MIPCOM 2013 – thoughts and reflections

I just landed back from a week of TV, online, second screen, contentcontentcontent and all the other things that a regular MIP week in Cannes consists of. This year one of the main strands of talks and discussions was on ”The Golden Age of Television”, which we apparently are living in right now.

And yes, I can’t but agree – looking at some of the brilliant storytelling going on over on television right now, I do believe there has been a shift towards television when it comes to people looking for content to engage and immerse themselves in. Increasingly – in my opinion – movies are being viewed as the ”less serious” medium, something that might have a lot to do with the fear of commitment we’re experiencing right now. Hooking your time up to a five season long TV series such as ”Breaking Bad” is a very serious commitment, much more so than going to the movie theater to see ”The Avengers II” or suchlike. This has given TV a more serious role in people’s lives, and TV has responded magnificently.

What I noticed very clearly at this years market is that, while there still is a lot of money sloshing around in television, there is also an ever-expanding market to be filled with content and paid for by that same amount of money. So even though there is a lot of €€ available, these funds are being stretched more and more. This means producers need to get into a start-up mode, and that the ”fail fast and fail forward” principle has never been as important as now.

With regards to genius content, I will readily say that this time around I saw nothing to really get me excited. There were interesting formats, but nothing new or groundbreaking. There was beautifully shot drama series (including one set in Aberystwyth, the Welsh town where I spent the best part of a year back in the 90s) but nothing that in any way could be said to ”revolutionize” storytelling or ”disrupting” the TV industry. All in all, much of MIPCOM was about ”same same but different”. I would have liked to see the people behind the Lizzie Bennet Diaries, for instance, tell the industry how they’ve used audience engagement and transmedia storytelling methods to get hundreds of millions of views. Perhaps in the spring!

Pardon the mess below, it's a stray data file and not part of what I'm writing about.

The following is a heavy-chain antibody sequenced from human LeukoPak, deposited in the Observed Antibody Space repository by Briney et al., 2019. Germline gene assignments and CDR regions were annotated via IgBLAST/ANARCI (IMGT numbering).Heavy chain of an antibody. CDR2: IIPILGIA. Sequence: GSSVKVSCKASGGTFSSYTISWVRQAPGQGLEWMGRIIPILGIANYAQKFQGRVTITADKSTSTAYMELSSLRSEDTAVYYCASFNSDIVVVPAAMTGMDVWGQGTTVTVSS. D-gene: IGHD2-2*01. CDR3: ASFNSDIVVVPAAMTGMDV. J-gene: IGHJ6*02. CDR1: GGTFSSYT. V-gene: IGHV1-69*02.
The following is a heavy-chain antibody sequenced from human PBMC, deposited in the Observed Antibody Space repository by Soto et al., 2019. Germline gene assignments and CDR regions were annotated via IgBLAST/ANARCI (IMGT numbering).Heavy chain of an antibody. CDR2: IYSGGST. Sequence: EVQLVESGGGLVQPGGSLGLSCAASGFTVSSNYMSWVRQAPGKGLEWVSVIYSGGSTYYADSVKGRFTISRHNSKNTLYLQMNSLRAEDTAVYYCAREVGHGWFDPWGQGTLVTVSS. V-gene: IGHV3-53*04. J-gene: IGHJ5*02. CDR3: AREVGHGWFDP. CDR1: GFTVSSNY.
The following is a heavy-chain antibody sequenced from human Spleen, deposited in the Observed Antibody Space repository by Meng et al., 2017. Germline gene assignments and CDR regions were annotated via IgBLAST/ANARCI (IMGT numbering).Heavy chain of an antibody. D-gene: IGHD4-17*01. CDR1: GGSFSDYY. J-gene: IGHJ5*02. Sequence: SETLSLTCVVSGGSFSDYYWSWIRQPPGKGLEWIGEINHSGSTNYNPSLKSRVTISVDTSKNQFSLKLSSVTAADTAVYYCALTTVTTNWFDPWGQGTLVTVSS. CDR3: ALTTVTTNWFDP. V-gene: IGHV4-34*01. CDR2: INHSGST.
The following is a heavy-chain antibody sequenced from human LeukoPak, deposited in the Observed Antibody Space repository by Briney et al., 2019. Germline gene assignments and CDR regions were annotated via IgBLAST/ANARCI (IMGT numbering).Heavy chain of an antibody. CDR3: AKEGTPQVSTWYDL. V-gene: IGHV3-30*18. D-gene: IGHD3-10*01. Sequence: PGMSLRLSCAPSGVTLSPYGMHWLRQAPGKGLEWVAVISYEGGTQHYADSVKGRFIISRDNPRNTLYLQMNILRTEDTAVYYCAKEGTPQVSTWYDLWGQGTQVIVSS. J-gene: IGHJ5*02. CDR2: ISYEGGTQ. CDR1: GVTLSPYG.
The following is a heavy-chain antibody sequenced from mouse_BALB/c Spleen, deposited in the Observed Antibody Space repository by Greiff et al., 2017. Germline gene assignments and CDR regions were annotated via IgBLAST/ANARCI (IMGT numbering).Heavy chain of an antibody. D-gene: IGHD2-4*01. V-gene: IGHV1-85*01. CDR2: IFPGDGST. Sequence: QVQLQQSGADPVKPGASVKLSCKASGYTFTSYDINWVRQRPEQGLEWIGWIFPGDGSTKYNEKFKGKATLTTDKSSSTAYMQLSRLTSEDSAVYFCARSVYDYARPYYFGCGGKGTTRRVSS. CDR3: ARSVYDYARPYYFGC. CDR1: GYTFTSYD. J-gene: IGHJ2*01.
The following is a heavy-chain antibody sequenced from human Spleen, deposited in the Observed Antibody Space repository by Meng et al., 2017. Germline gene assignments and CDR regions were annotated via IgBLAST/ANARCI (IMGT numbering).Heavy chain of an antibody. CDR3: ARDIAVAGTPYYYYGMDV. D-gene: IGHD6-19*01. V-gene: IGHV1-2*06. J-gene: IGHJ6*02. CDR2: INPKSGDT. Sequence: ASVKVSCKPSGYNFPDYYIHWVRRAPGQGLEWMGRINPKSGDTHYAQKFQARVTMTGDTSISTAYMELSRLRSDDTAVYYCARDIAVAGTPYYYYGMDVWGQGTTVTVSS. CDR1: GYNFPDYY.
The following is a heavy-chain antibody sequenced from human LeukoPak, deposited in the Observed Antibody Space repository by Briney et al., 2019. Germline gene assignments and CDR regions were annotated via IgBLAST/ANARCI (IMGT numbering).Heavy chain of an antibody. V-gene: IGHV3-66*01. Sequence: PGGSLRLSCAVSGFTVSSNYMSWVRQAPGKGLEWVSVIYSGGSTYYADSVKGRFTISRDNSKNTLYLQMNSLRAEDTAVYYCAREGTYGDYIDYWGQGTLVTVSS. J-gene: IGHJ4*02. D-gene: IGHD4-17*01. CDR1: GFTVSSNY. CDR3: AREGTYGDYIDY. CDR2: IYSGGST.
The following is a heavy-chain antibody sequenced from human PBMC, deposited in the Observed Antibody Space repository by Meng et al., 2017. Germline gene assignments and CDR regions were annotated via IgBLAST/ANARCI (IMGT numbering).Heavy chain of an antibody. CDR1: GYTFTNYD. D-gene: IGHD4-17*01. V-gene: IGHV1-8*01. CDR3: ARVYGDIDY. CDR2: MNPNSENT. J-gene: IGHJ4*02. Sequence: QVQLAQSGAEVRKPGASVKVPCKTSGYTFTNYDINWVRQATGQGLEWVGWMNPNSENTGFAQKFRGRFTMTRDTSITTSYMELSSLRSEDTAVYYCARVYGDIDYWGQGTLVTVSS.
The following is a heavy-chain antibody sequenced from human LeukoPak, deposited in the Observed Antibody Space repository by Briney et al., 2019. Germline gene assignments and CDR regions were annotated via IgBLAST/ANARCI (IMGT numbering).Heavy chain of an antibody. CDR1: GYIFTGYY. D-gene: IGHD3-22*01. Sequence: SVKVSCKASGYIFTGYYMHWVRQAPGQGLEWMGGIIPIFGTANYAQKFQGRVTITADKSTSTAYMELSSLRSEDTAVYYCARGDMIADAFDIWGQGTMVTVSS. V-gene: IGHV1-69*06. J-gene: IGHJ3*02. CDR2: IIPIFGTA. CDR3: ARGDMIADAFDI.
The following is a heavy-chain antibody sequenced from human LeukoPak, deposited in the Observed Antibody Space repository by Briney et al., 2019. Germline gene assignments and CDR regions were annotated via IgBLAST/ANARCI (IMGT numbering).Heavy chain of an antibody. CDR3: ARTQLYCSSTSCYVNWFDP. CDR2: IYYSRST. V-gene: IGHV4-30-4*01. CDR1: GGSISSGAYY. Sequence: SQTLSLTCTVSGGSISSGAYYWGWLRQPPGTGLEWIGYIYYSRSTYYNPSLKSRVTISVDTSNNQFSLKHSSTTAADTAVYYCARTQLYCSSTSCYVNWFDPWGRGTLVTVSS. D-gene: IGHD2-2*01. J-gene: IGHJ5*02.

All in all I noticed a TV industry that is being drawn out of it’s shell, quicker and quicker. And to be fair, there are quite a few parts of the industry that are quite happy and actively assisting in this. There’s still hope for this old dinosaur! :)

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2 thoughts on “MIPCOM 2013 – thoughts and reflections

  1. At the EU TV Drama Series Lab in Berlin in June there were som interesting cases showing and discussing excactly these new trends – both from the EU and US TV/media industry perspective.

    Coming from Denmark it was especially interesting at the event to experience this critique-less hype about Nordic Crime/ Nordic Noir. But these formats are – regarding the great story telling, acting and production value – completely old school regarding the media integration strategies and are therefore not the first choices for the younger (tv) audiences. They are madly popular with the critiques and the older tv audiences, though. So not much incentives for the Danish broadcast creators to do things differently at the moment, I’m afraid. They are riding the golden wave to the cliffs…..

    • I can absolutely see that. And, to be fair, things look rosy for a lot of TV companies at the moment, not only the Scandinavian ones. I can fully understand that they don’t want to rock the boat unnecessarily. On the other hand, them cliffs are fast approaching…

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